The study, published Sept. 24 in Lancet Oncology, was led by Ethan Basch, MD, director of the Cancer Outcomes Research Program at the University of North Carolina Lineberger Comprehensive Cancer Center. Researchers measured the pain and quality of life impact of abiraterone acetate, an orally prescribed treatment marketed under the trade name Zytiga, when administered to 1,088 patients with metastatic castration-resistant prostate cancer at 151 sites in the U.S., Europe, Canada and Australia. The randomized trial enrolled patients who had experienced little or no pain at the outset, prescribing abiraterone acetate and prednisone to 546 of the enrollees and placebo plus prednisone to the remainder.
"The majority of men with metastatic prostate cancer experience pain that is often debilitating and can have a profound impact on their ability to function, sleep, work, and their enjoyment of life. Pain is a central problem in prostate cancer and managing pain remains a major challenge," said Dr. Basch.
The design of the study emphasized the importance of patient reported-outcomes in evaluating new treatments. In previous publications, Dr. Basch has shown the importance of evaluating how treatments impact how people feel and function during drug development.
"Patients with cancer experience many symptoms related to their disease and to drug side effects, but this information is generally neither measured rigorously in clinical trials nor included in U.S. drug labels. As a result, patients often have incomplete information about how they may expect to feel with a new therapy. This study addresses this information gap towards better-informed decisions," said Dr. Basch.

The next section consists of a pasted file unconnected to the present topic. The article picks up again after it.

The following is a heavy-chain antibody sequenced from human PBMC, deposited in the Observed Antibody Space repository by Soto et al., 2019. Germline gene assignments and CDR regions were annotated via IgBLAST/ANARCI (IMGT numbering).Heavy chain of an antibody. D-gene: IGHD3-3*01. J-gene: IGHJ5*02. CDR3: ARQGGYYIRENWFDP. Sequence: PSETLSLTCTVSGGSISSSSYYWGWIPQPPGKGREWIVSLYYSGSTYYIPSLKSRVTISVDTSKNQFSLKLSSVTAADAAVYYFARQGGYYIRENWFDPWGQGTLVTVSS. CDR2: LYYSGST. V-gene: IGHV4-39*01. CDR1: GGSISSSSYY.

Abiraterone acetate was approved by the Food and Drug Administration (FDA) in 2011. The drug, which was found to increase survival in patients by an average of four months, is in routine clinical use in the United States and Europe.
The study tracked the progression of pain intensity, the time until patients needed opiates to control pain, and patients' quality of life using validated questionnaires. Patients reported their pain intensity on a scale of one to 10 as well as the amount that pain interfered with their sleep, mood and ability to conduct daily activities via the Brief Pain Inventory.
The combination of abiraterone acetate and prednisone significantly prolonged the time until clinically meaningful worsening of pain intensity as well as quality of life deterioration compared to patients receiving the placebo and prednisone. Patients reported a more than eight-month delay in progression of pain, and a more than four-month delay in quality of life deterioration. Significant improvements were also seen in how pain interferes with daily activities, and time until opiate use.
Pain is a significant predictor of overall survival, and the ability to delay suffering represents a meaningful clinical benefit to patients, according to Dr. Basch. The delay of pain also allows patients to forgo the use of opiates and other pain medications for longer periods, a benefit since those medications also cause negative side effects that deteriorate quality of life.
"The design of this study provides a path forward for future research to utilize patient-centered endpoints," said Dr. Basch. "Not only does it provide essential information about the properties of abiraterone acetate, but it demonstrates the feasibility of rigorously measuring symptoms in a large multi-national study. It also helps identify areas of needed future methodological research."
Dr. Basch and UNC received no financial support for the study. Employees of Janssen Research & Development participated in trial design, data monitoring and collection, data analysis, data interpretation, and writing of the report.
One of only 41 NCI-designated comprehensive cancer centers, the University of North Carolina Lineberger Comprehensive Cancer Center brings together some of the most exceptional physicians and scientists in the country to investigate and improve the prevention, early detection and treatment of cancer. With research that spans the spectrum from the laboratory to the bedside to the community, UNC Lineberger faculty work to understand the causes of cancer at the genetic and environmental levels, to conduct groundbreaking laboratory research, and to translate findings into pioneering and innovative clinical trials.
For more information, please visit http://www.unclineberger.org
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